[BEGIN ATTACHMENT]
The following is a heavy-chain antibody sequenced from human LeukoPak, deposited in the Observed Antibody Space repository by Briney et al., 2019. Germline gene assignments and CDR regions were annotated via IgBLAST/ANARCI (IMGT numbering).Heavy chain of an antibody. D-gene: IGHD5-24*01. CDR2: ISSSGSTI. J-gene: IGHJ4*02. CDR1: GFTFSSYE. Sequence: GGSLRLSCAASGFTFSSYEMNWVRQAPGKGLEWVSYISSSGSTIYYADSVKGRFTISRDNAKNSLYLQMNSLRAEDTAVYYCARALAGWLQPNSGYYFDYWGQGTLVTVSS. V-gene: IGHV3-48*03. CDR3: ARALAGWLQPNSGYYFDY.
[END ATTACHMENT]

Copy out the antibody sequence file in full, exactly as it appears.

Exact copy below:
The following is a heavy-chain antibody sequenced from human LeukoPak, deposited in the Observed Antibody Space repository by Briney et al., 2019. Germline gene assignments and CDR regions were annotated via IgBLAST/ANARCI (IMGT numbering).Heavy chain of an antibody. D-gene: IGHD5-24*01. CDR2: ISSSGSTI. J-gene: IGHJ4*02. CDR1: GFTFSSYE. Sequence: GGSLRLSCAASGFTFSSYEMNWVRQAPGKGLEWVSYISSSGSTIYYADSVKGRFTISRDNAKNSLYLQMNSLRAEDTAVYYCARALAGWLQPNSGYYFDYWGQGTLVTVSS. V-gene: IGHV3-48*03. CDR3: ARALAGWLQPNSGYYFDY.